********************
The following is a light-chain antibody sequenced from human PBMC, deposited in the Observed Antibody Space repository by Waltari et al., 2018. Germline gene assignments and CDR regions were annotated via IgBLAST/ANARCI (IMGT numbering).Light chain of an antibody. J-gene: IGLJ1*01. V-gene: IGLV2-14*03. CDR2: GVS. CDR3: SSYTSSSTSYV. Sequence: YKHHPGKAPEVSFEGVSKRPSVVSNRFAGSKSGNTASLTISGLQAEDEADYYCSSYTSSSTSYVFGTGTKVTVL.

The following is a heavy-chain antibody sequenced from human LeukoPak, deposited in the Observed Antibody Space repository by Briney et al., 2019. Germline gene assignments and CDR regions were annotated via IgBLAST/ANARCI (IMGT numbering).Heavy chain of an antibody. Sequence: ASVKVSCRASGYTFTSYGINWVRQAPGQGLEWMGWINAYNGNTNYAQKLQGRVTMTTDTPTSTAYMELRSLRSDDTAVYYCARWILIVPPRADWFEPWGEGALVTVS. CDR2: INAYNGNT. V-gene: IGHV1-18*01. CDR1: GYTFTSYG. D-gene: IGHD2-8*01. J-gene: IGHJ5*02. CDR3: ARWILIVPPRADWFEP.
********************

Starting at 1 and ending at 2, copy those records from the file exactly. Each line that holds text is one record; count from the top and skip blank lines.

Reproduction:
The following is a light-chain antibody sequenced from human PBMC, deposited in the Observed Antibody Space repository by Waltari et al., 2018. Germline gene assignments and CDR regions were annotated via IgBLAST/ANARCI (IMGT numbering).Light chain of an antibody. J-gene: IGLJ1*01. V-gene: IGLV2-14*03. CDR2: GVS. CDR3: SSYTSSSTSYV. Sequence: YKHHPGKAPEVSFEGVSKRPSVVSNRFAGSKSGNTASLTISGLQAEDEADYYCSSYTSSSTSYVFGTGTKVTVL.

The following is a heavy-chain antibody sequenced from human LeukoPak, deposited in the Observed Antibody Space repository by Briney et al., 2019. Germline gene assignments and CDR regions were annotated via IgBLAST/ANARCI (IMGT numbering).Heavy chain of an antibody. Sequence: ASVKVSCRASGYTFTSYGINWVRQAPGQGLEWMGWINAYNGNTNYAQKLQGRVTMTTDTPTSTAYMELRSLRSDDTAVYYCARWILIVPPRADWFEPWGEGALVTVS. CDR2: INAYNGNT. V-gene: IGHV1-18*01. CDR1: GYTFTSYG. D-gene: IGHD2-8*01. J-gene: IGHJ5*02. CDR3: ARWILIVPPRADWFEP.